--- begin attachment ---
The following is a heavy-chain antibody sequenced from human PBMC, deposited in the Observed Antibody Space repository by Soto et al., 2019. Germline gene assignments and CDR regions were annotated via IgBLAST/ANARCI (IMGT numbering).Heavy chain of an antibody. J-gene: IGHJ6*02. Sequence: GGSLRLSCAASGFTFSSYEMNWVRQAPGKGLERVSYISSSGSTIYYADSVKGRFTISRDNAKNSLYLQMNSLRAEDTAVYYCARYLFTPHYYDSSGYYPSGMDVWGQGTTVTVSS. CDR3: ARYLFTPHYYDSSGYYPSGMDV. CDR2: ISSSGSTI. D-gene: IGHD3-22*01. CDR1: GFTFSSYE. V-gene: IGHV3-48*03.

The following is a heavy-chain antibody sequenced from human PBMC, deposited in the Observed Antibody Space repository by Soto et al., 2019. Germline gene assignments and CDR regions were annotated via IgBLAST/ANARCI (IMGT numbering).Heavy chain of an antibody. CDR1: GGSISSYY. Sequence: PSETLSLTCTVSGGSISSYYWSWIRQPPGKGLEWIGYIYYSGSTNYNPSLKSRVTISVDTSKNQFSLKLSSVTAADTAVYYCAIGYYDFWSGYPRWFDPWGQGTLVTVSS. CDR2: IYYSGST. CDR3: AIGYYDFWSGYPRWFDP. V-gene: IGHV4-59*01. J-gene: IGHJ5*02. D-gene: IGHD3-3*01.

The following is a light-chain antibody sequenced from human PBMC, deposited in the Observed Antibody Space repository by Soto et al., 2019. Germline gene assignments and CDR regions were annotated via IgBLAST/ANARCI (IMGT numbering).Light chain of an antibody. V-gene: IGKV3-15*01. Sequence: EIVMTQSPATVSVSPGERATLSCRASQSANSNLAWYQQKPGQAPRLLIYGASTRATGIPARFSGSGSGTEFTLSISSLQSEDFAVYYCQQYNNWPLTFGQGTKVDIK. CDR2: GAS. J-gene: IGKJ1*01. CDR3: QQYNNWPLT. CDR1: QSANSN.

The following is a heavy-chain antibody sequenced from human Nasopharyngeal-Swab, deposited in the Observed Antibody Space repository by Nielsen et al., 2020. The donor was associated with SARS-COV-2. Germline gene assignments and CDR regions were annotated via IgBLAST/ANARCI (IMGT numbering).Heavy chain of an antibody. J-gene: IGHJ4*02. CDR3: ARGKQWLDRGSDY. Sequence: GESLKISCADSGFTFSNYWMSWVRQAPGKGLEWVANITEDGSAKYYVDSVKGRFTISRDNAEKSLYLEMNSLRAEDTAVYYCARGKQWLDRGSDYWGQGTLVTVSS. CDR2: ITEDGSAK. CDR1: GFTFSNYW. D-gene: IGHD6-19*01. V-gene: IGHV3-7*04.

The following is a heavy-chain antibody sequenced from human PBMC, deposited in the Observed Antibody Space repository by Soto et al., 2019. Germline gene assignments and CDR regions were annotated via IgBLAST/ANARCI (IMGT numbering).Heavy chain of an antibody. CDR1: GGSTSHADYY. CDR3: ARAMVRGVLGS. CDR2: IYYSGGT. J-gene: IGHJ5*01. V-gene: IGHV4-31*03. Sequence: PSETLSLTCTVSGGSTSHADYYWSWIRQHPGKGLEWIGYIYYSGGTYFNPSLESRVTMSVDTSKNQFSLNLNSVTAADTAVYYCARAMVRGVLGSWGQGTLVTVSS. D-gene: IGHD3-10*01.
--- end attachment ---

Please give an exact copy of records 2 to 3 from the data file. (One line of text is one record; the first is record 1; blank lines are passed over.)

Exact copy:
The following is a heavy-chain antibody sequenced from human PBMC, deposited in the Observed Antibody Space repository by Soto et al., 2019. Germline gene assignments and CDR regions were annotated via IgBLAST/ANARCI (IMGT numbering).Heavy chain of an antibody. CDR1: GGSISSYY. Sequence: PSETLSLTCTVSGGSISSYYWSWIRQPPGKGLEWIGYIYYSGSTNYNPSLKSRVTISVDTSKNQFSLKLSSVTAADTAVYYCAIGYYDFWSGYPRWFDPWGQGTLVTVSS. CDR2: IYYSGST. CDR3: AIGYYDFWSGYPRWFDP. V-gene: IGHV4-59*01. J-gene: IGHJ5*02. D-gene: IGHD3-3*01.

The following is a light-chain antibody sequenced from human PBMC, deposited in the Observed Antibody Space repository by Soto et al., 2019. Germline gene assignments and CDR regions were annotated via IgBLAST/ANARCI (IMGT numbering).Light chain of an antibody. V-gene: IGKV3-15*01. Sequence: EIVMTQSPATVSVSPGERATLSCRASQSANSNLAWYQQKPGQAPRLLIYGASTRATGIPARFSGSGSGTEFTLSISSLQSEDFAVYYCQQYNNWPLTFGQGTKVDIK. CDR2: GAS. J-gene: IGKJ1*01. CDR3: QQYNNWPLT. CDR1: QSANSN.